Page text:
Do you have a source that even said a biologist made the remark that the sound must of been made by a large animal. I would love to see it if you do :yes:

I can't accurately express my sentiments without getting modslapped, but suffice to say I thought your little "vacation" would have at least temporarily stopped you from being a condescending prick...oh how I was wrong

And I see you haven't lost your provocative and immature behavior either.

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frogfish
Basing the size of an animal by the sound it makes is foolish.

Original statement if you forgot what it is.

Oh, you might like this:

IPB Image\

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Silentom
Could be in response to this movie -
. Personally looks more like a GL shark to me.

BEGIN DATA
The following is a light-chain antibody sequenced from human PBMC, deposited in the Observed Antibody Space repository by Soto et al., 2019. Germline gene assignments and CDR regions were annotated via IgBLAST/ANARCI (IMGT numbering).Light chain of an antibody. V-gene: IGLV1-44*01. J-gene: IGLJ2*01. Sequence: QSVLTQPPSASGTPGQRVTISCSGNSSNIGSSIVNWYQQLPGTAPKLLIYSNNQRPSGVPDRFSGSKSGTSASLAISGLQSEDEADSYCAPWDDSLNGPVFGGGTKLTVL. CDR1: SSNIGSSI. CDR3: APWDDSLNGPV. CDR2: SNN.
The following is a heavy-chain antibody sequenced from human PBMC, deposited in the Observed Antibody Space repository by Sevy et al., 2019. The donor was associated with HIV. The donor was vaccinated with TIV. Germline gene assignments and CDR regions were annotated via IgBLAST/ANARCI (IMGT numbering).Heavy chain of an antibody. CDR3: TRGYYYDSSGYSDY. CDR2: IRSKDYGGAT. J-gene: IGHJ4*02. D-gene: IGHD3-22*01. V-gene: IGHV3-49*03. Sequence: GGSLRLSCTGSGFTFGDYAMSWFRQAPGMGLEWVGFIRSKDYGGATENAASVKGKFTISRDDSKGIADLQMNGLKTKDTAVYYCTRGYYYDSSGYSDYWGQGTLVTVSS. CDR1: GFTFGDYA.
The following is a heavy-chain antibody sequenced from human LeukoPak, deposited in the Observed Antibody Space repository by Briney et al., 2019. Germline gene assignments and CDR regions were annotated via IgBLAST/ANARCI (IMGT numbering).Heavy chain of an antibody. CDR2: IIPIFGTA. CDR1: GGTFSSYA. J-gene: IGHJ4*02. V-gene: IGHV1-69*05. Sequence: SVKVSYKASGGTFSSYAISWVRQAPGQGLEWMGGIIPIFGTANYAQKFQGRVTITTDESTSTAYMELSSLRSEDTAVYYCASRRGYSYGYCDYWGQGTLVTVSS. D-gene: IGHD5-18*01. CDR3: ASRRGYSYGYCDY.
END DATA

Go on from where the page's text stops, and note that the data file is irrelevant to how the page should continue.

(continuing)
That there looks like a Sleeper Shark to me! As far as if it could make a sound that big,

I really dont think so.

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bloodyfish

A whale would have to go up for air. If it was that huge, we would see it. Something like a squid, i heard some reason its not possible. I think its a fish. Oh well.

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angrycrustacean

The Cicada. The Howler Monkey. The Black Drum. The Screech Owl. Want any more?

Nice misinterpretation there. Note that that my statement regarding noise-making mechanism size was in the context of frequency, not volume.

Your ability to google is amazing,

Amusing, given this:

Oh, you might like this:

IPB Image\

but can you accurately refute my original statement, which you pathetically tried to jab at?

In terms of volume, no. In terms of frequency, yes. As I already attempted to tell you, low frequencies require large sources. Regardless of how large an animal's noisemaking mechanism is in reference to its body size, for instance in the case of the cicada, it is still too small to make low frequency noises. The fact is, a cricket can not create a frequency as low as, say, a bear's roar, because of the size difference in the sources of their respective calls.